Hell, I worked for a photography company for decades, but I put down my personal SLRs for years when we were both working and raising kids. We had several point-and-shoot cameras, and no time to bring out the big bag.

In 1982, I was in Anaheim for the National Audio-Visual Association / International Communications Industries Association, with splinter meetings of the Association for Audio-Visual Technicians, Association for Multi-Image, and the Industrial TV Association. I took a day after the convention and went to Disneyland with a Nikon F3, five lenses, and ten rolls of Kodachrome. I would never do that now! I reserve my serious camera system for serious work — "intentional" photography. I use my iPhone for everything else. It's a compromise, but it's always with me!
Why the surprise? The "real camera" (wha... (show quote)


And now, with Samsung and others that are putting a 5X zoom lens inside that slim and trim smartphone (more zoom than my wife's Olympus XZ-1 P&S), there will be even less need and/or requirements for some to move to a larger, heavier camera, even to the likes of an Olympus E-10 as small and light as it is. The market for larger cameras is still going to shrink some more both fortunately and unfortunately for the photographers here at UHHs. Unfortunate because some of the manufactures of today's cameras will not be here in the future. And fortunate because the remaining manufacturers will be producing the most technologically advanced cameras the world will ever see.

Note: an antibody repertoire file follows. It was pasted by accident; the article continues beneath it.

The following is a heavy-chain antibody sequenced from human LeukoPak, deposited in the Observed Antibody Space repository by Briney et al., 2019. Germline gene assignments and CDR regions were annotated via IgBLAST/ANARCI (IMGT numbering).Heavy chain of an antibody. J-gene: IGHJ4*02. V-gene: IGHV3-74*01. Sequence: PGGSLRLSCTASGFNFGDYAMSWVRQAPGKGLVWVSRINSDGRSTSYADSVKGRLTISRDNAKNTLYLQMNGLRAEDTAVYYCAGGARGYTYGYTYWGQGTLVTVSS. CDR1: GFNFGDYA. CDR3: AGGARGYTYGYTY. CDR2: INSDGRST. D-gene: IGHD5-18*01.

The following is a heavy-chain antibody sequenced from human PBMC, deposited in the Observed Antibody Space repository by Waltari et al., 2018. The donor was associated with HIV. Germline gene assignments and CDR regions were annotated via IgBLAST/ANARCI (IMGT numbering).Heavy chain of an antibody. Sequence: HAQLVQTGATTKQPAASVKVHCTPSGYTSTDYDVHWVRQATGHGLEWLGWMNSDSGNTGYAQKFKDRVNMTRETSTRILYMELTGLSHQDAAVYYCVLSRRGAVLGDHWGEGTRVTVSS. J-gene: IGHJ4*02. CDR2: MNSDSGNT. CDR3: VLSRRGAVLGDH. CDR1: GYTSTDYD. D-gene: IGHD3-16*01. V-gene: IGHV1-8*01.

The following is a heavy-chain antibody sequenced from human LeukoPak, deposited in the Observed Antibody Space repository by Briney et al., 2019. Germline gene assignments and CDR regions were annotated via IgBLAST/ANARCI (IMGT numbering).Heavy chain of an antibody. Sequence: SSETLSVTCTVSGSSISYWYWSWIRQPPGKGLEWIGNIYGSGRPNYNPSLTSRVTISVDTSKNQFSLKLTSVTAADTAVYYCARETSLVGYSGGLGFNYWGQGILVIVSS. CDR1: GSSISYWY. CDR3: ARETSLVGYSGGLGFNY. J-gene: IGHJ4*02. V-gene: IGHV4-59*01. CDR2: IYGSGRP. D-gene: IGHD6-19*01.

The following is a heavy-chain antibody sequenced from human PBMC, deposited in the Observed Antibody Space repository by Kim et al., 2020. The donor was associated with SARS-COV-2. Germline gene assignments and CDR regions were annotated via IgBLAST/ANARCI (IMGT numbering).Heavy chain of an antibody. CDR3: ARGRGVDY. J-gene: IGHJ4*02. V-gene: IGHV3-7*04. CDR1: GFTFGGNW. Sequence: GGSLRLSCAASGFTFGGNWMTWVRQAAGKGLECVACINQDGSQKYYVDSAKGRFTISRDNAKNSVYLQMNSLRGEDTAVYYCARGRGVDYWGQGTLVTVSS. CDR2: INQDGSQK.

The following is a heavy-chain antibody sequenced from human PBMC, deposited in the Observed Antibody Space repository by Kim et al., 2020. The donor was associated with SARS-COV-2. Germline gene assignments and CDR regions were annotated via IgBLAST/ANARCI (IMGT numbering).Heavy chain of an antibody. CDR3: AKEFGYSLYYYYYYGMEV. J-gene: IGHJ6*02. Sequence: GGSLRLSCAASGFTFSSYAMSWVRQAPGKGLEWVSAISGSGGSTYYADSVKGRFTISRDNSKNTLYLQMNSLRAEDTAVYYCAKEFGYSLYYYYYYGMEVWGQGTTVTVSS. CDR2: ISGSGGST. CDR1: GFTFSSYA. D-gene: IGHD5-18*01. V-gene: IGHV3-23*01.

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Jan 14, 2020 12:03:16   #
Mr Bill 2011 Loc: southern Indiana
 
I find that, unless I am actually planning to photograph something, I carry my little Lumix ZS100, either in a little belt pouch, or just in my pocket.

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Jan 14, 2020 12:07:32   #
billnikon Loc: Pennsylvania/Ohio/Florida/Maui/Oregon/Vermont
 
yds0066 wrote:
Just got back from Disney World and all I saw was about 2 dozen digital DSLR’s including Mirrorless the entire time I was there. The park photographers all use Crop Sensor Nikon’s. EVERYBODY was using cell phones. I didn’t see a single point and shoot and only a few bridge type cameras. I was surprised.


Disney World is a theme park with lots, and lots, and lots of rides that are unfriendly to large camera's.

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Jan 14, 2020 12:07:49   #
rook2c4 Loc: Philadelphia, PA USA
 
jerryc41 wrote:
Welcome to the modern world. I see very few DSLRs at photo-popular locations - cell phones and tablets.


It wasn't really all that different 30 years ago. Instead of cell phones and tablets, most people taking pictures back then were using consumer compact point & shoots, disposable cameras, and occasionally instant film cameras. A time when everyone was walking around with an SLR camera never really existed.